Sara rides down onto the beach, but finds herself below the ride-able line
Sara rides down onto the beach, but finds herself below the ride-able line
Chris rides down onto the beach and dismounts successfully, but only after coming to a complete stop
Chris rides down onto the beach and dismounts successfully, but only after coming to a complete stop
Fritz and Weston prepare to dismount before the beach (Fritz in poor position with both hands on the bar, and Weston in correct position)
Fritz and Weston prepare to dismount before the beach (Fritz in poor position with both hands on the bar, and Weston in correct position)

These courses provided plenty of cyclo-cross action without any barriers nor crossy conditions. Note there will be two more cyclo-cross races at this same venue on December 12 & 13, SICX (#5) & (#6). The course and / or weather are likely to be “crossier”.

The Wild Rockies Race Team was represented by Weston Wheat (Saturday and Sunday), Chris Ford (Saturday and Sunday), Fritz Stafford (Saturday and Sunday), Sara Lloyd (Saturday) and Allis Ottey (Saturday).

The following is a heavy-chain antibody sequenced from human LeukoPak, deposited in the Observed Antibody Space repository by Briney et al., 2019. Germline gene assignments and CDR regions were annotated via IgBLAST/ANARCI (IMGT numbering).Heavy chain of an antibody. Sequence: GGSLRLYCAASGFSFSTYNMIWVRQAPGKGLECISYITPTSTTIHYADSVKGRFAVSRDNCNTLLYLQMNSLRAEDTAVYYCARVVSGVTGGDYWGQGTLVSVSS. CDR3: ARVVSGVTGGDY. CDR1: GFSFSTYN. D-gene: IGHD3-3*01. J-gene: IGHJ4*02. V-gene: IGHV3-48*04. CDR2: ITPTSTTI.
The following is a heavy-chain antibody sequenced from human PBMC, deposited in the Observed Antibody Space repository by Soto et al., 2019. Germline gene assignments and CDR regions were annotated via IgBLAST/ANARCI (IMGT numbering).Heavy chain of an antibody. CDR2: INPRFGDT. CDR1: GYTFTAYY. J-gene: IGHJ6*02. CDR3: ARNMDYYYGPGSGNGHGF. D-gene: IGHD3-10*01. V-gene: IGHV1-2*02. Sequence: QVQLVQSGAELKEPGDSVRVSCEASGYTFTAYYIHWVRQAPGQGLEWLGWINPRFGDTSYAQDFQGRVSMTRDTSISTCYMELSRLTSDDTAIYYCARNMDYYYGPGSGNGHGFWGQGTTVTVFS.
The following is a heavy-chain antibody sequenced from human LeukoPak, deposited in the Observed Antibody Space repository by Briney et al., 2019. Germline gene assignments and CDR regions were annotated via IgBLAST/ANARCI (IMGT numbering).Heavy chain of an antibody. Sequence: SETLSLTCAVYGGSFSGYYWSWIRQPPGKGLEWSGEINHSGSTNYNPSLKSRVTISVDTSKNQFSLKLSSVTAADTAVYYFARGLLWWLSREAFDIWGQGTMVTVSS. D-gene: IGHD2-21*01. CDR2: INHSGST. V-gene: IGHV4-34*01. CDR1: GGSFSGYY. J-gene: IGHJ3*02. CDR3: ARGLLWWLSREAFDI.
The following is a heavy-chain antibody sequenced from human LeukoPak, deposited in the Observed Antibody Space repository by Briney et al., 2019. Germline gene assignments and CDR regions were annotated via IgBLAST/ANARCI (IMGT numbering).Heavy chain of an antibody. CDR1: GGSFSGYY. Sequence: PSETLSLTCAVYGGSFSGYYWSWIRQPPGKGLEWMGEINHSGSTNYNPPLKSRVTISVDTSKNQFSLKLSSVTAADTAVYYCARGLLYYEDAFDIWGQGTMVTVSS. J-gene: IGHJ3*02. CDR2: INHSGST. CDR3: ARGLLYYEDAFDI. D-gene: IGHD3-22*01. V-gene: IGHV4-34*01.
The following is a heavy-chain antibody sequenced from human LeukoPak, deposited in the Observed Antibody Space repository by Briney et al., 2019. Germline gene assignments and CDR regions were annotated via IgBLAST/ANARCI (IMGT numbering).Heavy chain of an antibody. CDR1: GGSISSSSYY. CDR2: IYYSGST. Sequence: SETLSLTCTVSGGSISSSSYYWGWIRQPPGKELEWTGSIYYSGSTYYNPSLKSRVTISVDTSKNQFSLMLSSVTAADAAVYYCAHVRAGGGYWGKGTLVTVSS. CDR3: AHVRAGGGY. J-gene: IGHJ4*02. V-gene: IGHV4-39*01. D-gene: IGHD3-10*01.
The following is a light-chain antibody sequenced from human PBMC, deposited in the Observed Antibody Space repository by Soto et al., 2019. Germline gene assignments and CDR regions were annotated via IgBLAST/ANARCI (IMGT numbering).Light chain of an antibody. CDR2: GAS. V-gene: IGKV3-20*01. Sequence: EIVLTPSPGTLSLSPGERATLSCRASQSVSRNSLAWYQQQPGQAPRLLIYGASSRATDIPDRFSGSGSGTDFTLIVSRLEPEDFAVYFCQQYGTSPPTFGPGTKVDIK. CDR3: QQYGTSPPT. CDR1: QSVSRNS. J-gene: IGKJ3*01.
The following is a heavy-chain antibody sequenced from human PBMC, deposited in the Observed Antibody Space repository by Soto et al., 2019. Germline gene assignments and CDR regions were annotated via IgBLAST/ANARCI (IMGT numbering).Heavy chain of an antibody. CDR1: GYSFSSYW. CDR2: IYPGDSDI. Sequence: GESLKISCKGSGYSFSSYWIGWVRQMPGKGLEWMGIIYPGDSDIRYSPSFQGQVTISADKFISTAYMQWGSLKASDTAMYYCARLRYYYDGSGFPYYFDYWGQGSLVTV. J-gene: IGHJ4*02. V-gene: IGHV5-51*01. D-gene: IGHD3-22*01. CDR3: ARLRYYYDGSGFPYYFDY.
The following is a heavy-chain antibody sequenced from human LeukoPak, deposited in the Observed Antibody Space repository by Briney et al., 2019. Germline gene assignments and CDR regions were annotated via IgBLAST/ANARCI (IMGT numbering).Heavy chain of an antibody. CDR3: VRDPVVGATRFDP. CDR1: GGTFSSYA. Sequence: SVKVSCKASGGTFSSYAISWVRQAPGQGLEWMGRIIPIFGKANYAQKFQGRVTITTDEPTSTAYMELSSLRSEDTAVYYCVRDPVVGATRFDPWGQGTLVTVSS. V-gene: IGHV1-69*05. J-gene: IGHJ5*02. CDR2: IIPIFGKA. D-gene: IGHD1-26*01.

Sara starts in the middle of the Women's field
Sara starts in the middle of the Women’s field
Allis starts at the back of the Women's field
Allis starts at the back of the Women’s field
Fritz starts in the middle of the Men's Masters field, and Weston starts several riders back, but stuck inside
Fritz starts in the middle of the Men’s Masters field, and Weston starts several riders back, but stuck inside
Chris starts at the back of the Men's Masters field
Chris starts at the back of the Men’s Masters field

Westin finished 7th on Saturday and 5th on Sunday in the M55+ races. Chris finished 8th on Saturday and 8th on Sunday in the M55+ races. Fritz finished 5th on Saturday and 6th on Sunday in the M55+ races. Sara finished 6th on Saturday in the Women’s Cat1/2 race. Allis DNF on Saturday in the Women’s Cat4 race. The Saturday races were well attended with 120 participants, including 32 women. There were 30 fewer participants on Sunday, but the M55+ race still included a strong field of 8 participants, down by one from Saturday.